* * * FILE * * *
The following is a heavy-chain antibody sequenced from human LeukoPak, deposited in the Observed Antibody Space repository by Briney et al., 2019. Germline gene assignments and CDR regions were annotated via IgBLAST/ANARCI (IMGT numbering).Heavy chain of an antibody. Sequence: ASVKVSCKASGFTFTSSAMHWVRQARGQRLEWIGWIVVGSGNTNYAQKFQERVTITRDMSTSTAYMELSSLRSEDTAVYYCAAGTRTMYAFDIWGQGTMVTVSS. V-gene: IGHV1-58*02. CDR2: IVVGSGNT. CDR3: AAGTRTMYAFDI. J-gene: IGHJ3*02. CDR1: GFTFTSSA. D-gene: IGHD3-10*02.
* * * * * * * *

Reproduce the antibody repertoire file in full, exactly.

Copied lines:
The following is a heavy-chain antibody sequenced from human LeukoPak, deposited in the Observed Antibody Space repository by Briney et al., 2019. Germline gene assignments and CDR regions were annotated via IgBLAST/ANARCI (IMGT numbering).Heavy chain of an antibody. Sequence: ASVKVSCKASGFTFTSSAMHWVRQARGQRLEWIGWIVVGSGNTNYAQKFQERVTITRDMSTSTAYMELSSLRSEDTAVYYCAAGTRTMYAFDIWGQGTMVTVSS. V-gene: IGHV1-58*02. CDR2: IVVGSGNT. CDR3: AAGTRTMYAFDI. J-gene: IGHJ3*02. CDR1: GFTFTSSA. D-gene: IGHD3-10*02.